Allergic Living’s Guide to Smart Dining
The surge in our ranks has also grabbed the attention of state legislators. In 2008, Massachusetts passed a groundbreaking law for food allergy management in restaurants, the second phase of which came into effect in February 2011. The state’s restaurants are now required to: display a food allergy awareness poster in the employees’ area; add a notice on menus requesting that patrons “inform your server if a person in your party has a food allergy”; and have an NRA-certified food protection manager on site who has watched FAAN’s allergy training video. One final piece of the law still being hammered out would allow restaurants to receive a “Food Allergy Friendly” designation.
Chris Weiss, former vice president of advocacy and government relations for FAAN, notes that New York also has a law in the works. It calls for the state to provide educational materials for restaurant employees on the health risks of food allergies, the issue of cross-contact in the kitchen, and how to respond to an allergic reaction. Legislation related to restaurants and food allergy has been introduced in Connecticut, Michigan, Pennsylvania, New Hampshire and Hawaii. In Canada, there are no restaurant allergy laws, but awareness within the industry is growing. Across the continent, positive change is on the menu.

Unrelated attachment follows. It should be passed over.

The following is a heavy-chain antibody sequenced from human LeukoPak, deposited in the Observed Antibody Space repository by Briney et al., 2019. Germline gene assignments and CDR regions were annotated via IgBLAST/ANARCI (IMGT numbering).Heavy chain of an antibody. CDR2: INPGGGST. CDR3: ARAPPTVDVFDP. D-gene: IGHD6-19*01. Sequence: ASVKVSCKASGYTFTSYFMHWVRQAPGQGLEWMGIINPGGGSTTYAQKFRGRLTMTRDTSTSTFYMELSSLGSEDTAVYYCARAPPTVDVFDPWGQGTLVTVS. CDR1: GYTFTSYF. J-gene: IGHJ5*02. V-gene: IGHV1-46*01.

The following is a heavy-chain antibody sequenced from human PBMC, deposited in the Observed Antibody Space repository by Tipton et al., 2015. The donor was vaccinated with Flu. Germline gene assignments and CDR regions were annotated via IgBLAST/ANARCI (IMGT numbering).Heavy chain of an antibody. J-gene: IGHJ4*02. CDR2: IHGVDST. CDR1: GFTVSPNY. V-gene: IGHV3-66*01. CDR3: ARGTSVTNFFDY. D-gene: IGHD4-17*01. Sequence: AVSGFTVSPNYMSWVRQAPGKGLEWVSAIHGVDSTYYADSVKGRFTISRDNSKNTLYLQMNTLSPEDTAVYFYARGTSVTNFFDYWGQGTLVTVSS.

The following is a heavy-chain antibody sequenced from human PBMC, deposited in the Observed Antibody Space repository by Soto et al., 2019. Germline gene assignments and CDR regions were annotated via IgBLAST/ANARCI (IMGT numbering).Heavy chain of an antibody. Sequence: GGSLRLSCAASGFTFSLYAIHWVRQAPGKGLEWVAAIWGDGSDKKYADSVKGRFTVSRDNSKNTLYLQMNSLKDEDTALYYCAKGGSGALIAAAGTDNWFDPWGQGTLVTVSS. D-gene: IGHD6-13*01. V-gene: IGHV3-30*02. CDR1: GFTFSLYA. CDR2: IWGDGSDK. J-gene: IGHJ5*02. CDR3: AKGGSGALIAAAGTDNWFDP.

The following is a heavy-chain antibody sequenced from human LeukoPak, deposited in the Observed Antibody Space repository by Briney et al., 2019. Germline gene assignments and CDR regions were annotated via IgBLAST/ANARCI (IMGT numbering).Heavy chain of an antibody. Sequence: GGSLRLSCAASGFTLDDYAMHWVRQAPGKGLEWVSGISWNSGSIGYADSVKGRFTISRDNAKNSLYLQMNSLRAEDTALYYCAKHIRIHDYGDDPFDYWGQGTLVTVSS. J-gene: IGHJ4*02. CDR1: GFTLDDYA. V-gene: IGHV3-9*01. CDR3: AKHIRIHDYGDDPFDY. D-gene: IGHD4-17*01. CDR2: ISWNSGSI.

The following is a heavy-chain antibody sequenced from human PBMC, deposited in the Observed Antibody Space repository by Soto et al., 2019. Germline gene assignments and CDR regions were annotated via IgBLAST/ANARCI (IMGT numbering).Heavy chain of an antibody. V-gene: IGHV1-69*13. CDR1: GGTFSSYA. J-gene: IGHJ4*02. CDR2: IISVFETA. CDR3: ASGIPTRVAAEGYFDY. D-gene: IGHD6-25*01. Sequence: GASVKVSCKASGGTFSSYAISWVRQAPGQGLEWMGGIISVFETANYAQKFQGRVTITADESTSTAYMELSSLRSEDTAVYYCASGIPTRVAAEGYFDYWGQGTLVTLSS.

Yet for all the progress, many people with food allergies or celiac disease remain too unnerved by restaurant kitchens to dine out. In my work as an allergy coach, I often counsel those who have been shunning restaurants altogether because of paralyzing fear or past scary experiences. It doesn’t have to be like this.
Here’s the way in: Recognize that your fear is real and valid. Part of dining out is entrusting your health to someone else, and that is daunting. Mistakes can happen – so arrive prepared. The fact is, you can decrease your overall risk and increase your dining out fun. Most of the tools you’ll need you already have in some form: communication, common sense, preparation and trusting your instincts. Read on for some of my best nuanced strategies, and you’ll be dining out safely and often.
Sloane Miller is an author, award-winning blogger and advocate who coaches food-allergic individuals and consults with government and the restaurant industry. Miller, who has had food allergies since childhood, has just published her first book – Allergic Girl: Living Well with Food Allergies. Learn more about her at www.allergicgirl.com.
First published in Allergic Living magazine.
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